Trellising cucumbers at dusk on Saturday evening while talking farming on the phone with my buddy. Thinking to myself that this is just what I want to be doing, that it makes me happy. Walking the farm, noting the tasks for the week to come, checking things off the list that we got done. Snapping pictures in the golden hour, loving the beauty and abundance that I see. The farm is resplendent, though the task list remains as long as always.
This last week was one for the books, hammering into August with gusto and vigor. Summer crops are rolling in in the nick of time to fill the market table, CSA and special orders. I always get a little anxiety around times of crop transition, worrying that I’ve moved forward too soon into new plantings and that there won’t be enough to harvest for the week. I remind myself that before I get nervous I should walk the farm with my clipboard and make a harvest list, which should allay my fears.
The stars in the lineup this week were shintokiwa cucumbers, shishito frying peppers, and noreaster green beans, a long, flat, Romano variety that we love. The feeling of coming out the other side of the crop worry when I see the abundance piling up in the harvest area is one of gratitude and joy, a deep reflection of path and purpose. I love to grow food, to tend and harvest and take to market. I love standing behind my table, bantering with community members and sharing the joys of fresh produce and the efforts of our farm.
This was also a big week for our animal operations with the slaughter of 16 turkeys and 15 rabbits to add to the freezers for winter sustenance. Turkeys are the most physically difficult animals that we process for meat because of their size and our slaughter methodology. Chickens and rabbits are smaller, not demanding so much physical strength in lifting and maneuvering into the killing cones. Pigs and sheep are killed on the hoof where they stand and then hoisted with the tractor, removing the heavy lifting from the human equation. The turkeys weigh in between 16 and 25 pounds dressed out, so 25-35 lbs live weight, which is a heavy lift on a live creature.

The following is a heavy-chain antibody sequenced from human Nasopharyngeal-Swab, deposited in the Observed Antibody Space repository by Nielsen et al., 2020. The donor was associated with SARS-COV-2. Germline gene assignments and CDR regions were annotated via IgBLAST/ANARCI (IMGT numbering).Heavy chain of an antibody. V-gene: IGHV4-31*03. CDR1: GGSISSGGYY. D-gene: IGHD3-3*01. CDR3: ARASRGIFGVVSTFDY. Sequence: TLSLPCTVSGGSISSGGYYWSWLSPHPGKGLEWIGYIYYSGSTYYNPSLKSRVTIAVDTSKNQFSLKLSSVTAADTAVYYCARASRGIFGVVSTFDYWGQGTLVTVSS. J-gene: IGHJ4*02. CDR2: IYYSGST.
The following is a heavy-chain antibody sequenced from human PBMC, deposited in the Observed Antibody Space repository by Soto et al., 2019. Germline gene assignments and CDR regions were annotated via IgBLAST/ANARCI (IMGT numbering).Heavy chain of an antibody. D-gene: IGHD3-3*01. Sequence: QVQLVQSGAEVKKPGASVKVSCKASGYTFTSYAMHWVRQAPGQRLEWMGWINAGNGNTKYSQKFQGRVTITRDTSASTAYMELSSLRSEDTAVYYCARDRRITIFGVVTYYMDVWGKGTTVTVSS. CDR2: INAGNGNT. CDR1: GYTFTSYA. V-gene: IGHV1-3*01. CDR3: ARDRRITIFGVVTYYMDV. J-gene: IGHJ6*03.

We use the same infrastructure for both chickens and turkeys. I get up early and fill the scalder with hot water and light the burner, which heats the water to 148 degrees and keeps it there with a thermostat that regulates the burner. We bring the birds down to the processing area in crates, and I pull them out one at a time and place them upside down into the killing cones. I slit the throat on both sides, severing the jugular vein and carotid artery but avoiding the windpipe. The birds bleed out and the blood is collected in buckets which will be used to build a compost pile at the end of the process along with the feathers, offal, scalder water and any other refuse.
After bleeding, I dip the feet into the scalder until the skin peels off, leaving clean, collagen-rich appendages for making a thick, rich stock. Once the skin peels on the feet, I flip the birds over and dip them into the hot water, moving them back and forth to get the water through the thick feathers to the skin, where the heat loosens the feathers. When the feathers start to pull out with ease I transfer the bird to the plucker, which spins a lazy Susan with rubber fingers sticking out that catch the feathers. In 30 seconds or so we go from the appearance of a feathered turkey to a turkey dinner.
The plucker takes off the vast majority of feathers, and then the evisceration team handles the final plucking, cuts off the feet and neck and detaches the crop, trachea and windpipe from inside the neck cavity. Flipping the bird around, a horizontal incision is made in the lower abdomen and then two diagonal slices down on either side of the cloaca. Reaching inside the body cavity, all of the guts and organs pull out including the trachea and crop that were detached above. The lungs have to be scraped out with fingertips, and then we separate the liver and heart to save for making paté. The rest of the organs go into the offal bucket, and the bird goes into ice water to cool.
We cool birds in ice water for 24 hours, and then rest them for another 24 hours on ice in coolers until rigor mortis relaxes. Whole birds are packaged and frozen, and then we begin the process of breaking down carcasses to de-bone for ground turkey and whole turkey breasts that we save for grilling.
This is the 3rd year we’ve raised turkeys; the first year we ground 4 birds, the second year 6, and this year we ground 8, ending up with 82 lbs of ground turkey packaged in 2lb packages and 10 individual turkey breasts. These portions will provide farm lunches and family dinners over the course of the months to come, and as we pack them into the freezer I feel a deep sense of completion and gratitude. As always, much love and great success to you on your journey!